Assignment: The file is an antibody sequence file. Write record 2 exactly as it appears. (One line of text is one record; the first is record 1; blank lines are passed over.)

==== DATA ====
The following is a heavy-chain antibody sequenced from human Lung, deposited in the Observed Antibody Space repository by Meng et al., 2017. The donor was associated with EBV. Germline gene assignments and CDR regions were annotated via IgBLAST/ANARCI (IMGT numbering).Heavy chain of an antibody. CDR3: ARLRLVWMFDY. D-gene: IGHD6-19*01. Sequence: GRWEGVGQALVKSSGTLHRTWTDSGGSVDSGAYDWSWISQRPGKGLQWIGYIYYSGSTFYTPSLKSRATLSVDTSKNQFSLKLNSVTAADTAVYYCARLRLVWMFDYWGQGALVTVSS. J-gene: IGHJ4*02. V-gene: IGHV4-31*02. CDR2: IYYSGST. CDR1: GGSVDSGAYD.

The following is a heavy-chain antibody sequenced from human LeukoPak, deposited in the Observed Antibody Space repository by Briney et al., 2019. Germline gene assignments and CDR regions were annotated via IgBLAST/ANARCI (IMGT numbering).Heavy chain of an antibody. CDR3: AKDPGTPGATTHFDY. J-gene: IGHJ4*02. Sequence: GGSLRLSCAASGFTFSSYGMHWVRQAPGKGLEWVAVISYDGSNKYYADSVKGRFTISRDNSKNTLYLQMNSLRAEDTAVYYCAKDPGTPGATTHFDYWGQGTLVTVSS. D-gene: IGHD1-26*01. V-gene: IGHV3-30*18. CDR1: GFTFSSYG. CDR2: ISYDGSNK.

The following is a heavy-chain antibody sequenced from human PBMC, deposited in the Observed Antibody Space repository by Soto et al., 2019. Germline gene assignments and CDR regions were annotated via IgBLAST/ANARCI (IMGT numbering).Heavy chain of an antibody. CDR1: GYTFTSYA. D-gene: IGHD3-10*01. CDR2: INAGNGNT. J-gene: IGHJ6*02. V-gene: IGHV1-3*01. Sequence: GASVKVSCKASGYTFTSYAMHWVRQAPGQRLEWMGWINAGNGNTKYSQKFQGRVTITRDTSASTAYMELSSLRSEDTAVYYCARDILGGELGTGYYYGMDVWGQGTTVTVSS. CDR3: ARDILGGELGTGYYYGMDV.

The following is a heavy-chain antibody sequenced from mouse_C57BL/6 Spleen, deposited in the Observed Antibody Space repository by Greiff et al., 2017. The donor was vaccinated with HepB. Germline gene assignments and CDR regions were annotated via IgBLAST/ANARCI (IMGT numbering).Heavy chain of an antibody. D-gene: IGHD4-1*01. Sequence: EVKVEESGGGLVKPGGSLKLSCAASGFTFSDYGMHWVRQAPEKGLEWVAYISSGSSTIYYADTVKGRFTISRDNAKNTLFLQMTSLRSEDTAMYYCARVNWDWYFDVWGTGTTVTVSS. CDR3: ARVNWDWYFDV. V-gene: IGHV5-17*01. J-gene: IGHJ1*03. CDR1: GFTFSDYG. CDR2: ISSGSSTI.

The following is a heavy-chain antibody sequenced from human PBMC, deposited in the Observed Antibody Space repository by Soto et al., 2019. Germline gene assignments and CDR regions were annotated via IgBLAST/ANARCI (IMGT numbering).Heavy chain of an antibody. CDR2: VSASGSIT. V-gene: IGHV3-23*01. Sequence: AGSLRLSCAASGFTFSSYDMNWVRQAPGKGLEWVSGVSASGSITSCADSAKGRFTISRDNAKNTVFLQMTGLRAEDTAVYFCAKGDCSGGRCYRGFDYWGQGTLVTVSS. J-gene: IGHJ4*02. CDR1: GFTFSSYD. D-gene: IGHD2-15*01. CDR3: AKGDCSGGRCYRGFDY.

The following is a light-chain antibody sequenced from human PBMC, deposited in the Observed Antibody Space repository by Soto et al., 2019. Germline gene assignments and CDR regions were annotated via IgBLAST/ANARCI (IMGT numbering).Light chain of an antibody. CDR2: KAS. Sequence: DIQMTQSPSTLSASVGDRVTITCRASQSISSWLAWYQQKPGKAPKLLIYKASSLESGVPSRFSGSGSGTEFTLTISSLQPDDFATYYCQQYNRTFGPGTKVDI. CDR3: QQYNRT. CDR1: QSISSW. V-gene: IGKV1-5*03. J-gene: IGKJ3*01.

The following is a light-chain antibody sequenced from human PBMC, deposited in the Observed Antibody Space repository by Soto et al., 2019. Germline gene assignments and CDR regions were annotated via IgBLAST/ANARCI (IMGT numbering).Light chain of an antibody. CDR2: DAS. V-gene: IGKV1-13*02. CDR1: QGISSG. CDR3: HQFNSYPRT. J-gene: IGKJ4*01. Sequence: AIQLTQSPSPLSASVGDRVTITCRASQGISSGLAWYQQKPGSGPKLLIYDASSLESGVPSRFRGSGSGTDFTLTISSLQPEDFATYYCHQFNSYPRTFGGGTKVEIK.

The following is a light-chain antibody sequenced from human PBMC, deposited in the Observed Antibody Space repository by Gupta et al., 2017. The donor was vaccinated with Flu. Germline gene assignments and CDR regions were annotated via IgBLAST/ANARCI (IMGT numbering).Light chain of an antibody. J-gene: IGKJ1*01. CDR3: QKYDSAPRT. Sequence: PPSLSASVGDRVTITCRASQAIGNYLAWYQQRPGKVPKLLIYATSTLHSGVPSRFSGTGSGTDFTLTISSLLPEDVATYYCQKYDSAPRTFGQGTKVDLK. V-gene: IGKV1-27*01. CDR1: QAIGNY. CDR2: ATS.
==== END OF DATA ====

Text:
The following is a heavy-chain antibody sequenced from human LeukoPak, deposited in the Observed Antibody Space repository by Briney et al., 2019. Germline gene assignments and CDR regions were annotated via IgBLAST/ANARCI (IMGT numbering).Heavy chain of an antibody. CDR3: AKDPGTPGATTHFDY. J-gene: IGHJ4*02. Sequence: GGSLRLSCAASGFTFSSYGMHWVRQAPGKGLEWVAVISYDGSNKYYADSVKGRFTISRDNSKNTLYLQMNSLRAEDTAVYYCAKDPGTPGATTHFDYWGQGTLVTVSS. D-gene: IGHD1-26*01. V-gene: IGHV3-30*18. CDR1: GFTFSSYG. CDR2: ISYDGSNK.